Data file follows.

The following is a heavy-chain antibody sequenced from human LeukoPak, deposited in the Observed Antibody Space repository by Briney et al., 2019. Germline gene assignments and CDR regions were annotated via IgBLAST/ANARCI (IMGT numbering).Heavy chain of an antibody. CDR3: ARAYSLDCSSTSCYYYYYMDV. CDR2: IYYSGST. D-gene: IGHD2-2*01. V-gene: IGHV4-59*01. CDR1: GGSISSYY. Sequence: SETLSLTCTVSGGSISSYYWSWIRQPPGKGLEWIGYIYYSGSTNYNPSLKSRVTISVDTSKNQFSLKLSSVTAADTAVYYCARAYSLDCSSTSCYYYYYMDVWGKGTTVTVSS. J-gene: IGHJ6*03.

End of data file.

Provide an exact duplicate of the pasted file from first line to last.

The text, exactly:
The following is a heavy-chain antibody sequenced from human LeukoPak, deposited in the Observed Antibody Space repository by Briney et al., 2019. Germline gene assignments and CDR regions were annotated via IgBLAST/ANARCI (IMGT numbering).Heavy chain of an antibody. CDR3: ARAYSLDCSSTSCYYYYYMDV. CDR2: IYYSGST. D-gene: IGHD2-2*01. V-gene: IGHV4-59*01. CDR1: GGSISSYY. Sequence: SETLSLTCTVSGGSISSYYWSWIRQPPGKGLEWIGYIYYSGSTNYNPSLKSRVTISVDTSKNQFSLKLSSVTAADTAVYYCARAYSLDCSSTSCYYYYYMDVWGKGTTVTVSS. J-gene: IGHJ6*03.